This article was originally published by War on the Rocks on 23 February 2017.
Gen. John Nicholson, who commands the American-led international military force in Afghanistan, recently made headlines when he called for “a few thousand” more troops and a deeper American commitment to the fight in Afghanistan in testimony before the Senate Armed Services Committee earlier this month.
This echoes the calls from a number of other analysts, as well as from senior government officials. The recently departed national security advisor, Lt. Gen. Michael Flynn — who once served as the senior intelligence officer for the U.S.-led campaign in Afghanistan — seemed to support greater commitment to the region. As they say, personnel is policy: Flynn appointed senior National Security Council staffers who called for engagement in Afghanistan to potentially continue another five to ten years. There’s good reason to think these beliefs might be shared by incoming national security advisor, Lt. Gen. H.R. McMaster, given his substantial investment in Afghanistan.
This article was originally published by YaleGlobal Online on 12 January 2017.
Chinese-Indian relations are deteriorating, worsening the security environment in Asia. “New Delhi may have decided to take the Chinese challenge head-on,” explains Harsh V Pant. “To complicate matters for India, its erstwhile ally Russia, which has become a close friend of China, is showing interest in establishing closer ties with Pakistan.” The most recent slight for India: Refusal by China, alone among the 15 members of the UN Security Council, to designate a Pakistan man as terrorist. India responded by testing long-range missiles that could hit population centers in China, while China demonstrates willingness to boost Pakistan’s nuclear missile capability. China extended its China-Pakistan Economic Corridor through contested territory in Pakistan-occupied Kashmir claimed by India. India has reinserted Tibet into bilateral affairs with more public prominence for the Dalai Lama, Tibet’s exiled spiritual leader. India is marginalized as China, Russia and Pakistan cooperate on regional issues, including Afghanistan. Adding to the volatility is a reversal in US foreign policy, as the president-elect issues accusations at China and expresses hope to improve ties with Russia.
Colorful Globe. Image: Carol VanHook/flickr
This article was originally published by the LSE South Asia Centre on 16 November 2015.
The China-Pakistan Economic Corridor (CPEC), first announced during Xi Jinping’s state visit to Pakistan in April this year, is a crucial component of the Chinese President’s One Belt, One Road (OBOR) initiative, which has become an indispensable element of discussions about China’s foreign policy and one of the Chinese President’s most emblematic policy initiatives.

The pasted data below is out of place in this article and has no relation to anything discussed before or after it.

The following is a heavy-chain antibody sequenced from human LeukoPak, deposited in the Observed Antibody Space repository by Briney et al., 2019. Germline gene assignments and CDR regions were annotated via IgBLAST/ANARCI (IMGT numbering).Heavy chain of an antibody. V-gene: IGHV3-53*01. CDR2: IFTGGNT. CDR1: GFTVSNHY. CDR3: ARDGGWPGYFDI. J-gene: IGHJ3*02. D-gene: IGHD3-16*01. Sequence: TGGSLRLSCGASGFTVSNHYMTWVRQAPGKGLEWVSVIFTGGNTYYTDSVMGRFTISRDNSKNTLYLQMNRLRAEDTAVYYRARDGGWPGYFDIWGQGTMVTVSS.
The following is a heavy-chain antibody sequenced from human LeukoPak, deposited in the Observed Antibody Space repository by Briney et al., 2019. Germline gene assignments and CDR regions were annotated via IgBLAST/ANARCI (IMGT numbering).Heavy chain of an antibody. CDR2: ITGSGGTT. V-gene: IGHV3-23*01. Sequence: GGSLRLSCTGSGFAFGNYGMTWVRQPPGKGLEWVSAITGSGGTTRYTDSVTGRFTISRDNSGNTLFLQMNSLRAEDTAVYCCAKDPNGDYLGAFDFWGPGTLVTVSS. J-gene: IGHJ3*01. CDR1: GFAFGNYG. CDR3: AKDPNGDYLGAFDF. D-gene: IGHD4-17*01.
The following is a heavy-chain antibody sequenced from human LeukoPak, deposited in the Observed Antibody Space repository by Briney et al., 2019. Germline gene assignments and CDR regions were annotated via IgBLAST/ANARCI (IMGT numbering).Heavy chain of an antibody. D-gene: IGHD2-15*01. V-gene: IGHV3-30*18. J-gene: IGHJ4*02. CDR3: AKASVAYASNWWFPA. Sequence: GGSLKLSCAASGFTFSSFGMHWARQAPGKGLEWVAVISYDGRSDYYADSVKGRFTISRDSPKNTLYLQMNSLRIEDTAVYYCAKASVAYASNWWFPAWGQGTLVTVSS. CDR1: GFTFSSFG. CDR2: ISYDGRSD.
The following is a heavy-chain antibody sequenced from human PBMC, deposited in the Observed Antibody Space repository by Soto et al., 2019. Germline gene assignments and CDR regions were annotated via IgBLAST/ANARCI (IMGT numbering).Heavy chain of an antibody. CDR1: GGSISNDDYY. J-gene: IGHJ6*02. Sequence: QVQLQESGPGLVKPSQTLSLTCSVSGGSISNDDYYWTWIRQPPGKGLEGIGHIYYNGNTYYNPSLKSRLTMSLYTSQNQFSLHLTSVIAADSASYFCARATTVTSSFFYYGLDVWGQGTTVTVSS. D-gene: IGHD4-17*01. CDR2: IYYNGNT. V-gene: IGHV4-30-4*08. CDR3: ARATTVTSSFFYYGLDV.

CPEC has been heralded as a game-changer for regional and global geopolitics, for reasons that go beyond the unprecedented scale of China’s largest overseas investment project to date. The project consists of extensive investment in Pakistan’s transport, telecommunications and energy infrastructure, with an estimated value of over $46 billion USD. It will eventually extend about 3,000 km, linking the southwestern Pakistani port of Gwadar to the city of Kashgar, in China’s northwestern Xinjiang province. » More
The Saudi-financed Shah Faisal Masjid Mosque in Islamabad, Pakistan. Image: Imrankw/Wikimedia
This article was originally published by The National Interest on November 19, 2015.
In early November, Pakistan’s chief of army staff, General Raheel Sharif, made an important visit to Saudi Arabia. The general met with King Salman and other top officials in Riyadh, where he stressed Islamabad’s commitment to ensuring the safety and protection of Mecca and Medina, as well as Saudi Arabia’s territorial integrity. The Saudi officials, in turn, called for peace and stability in Pakistan and praised the Pakistani military’s efforts to fight terrorism in the ongoing Zarb-i-Azb campaign. Dignitaries from both sides issued a joint statement emphasizing their “responsibility towards Muslim ummah” and mutual fears stemming from the plethora of ongoing regional security crises. » More
A doctor in Pakistan checking children for Polio vaccination. Image: CDC Global/Flickr
This article was originally published by OpenDemocracy on 18 September, 2015.
Between December 2012 and early 2015, 78 people were murdered and dozens of others injured because they tried to administer a polio vaccine to children. They were killed because of a claim that the vaccines in their coolboxes were actually chemical devices in a western plot to sterilise Muslims.
These killings all took place in Pakistan, the archetypal ‘failed state’. What better evidence can there be that the country is a nest of terrorists than that it cannot stop the murder of medics trying to wipe out a deadly, crippling disease – all because of a conspiracy theory? » More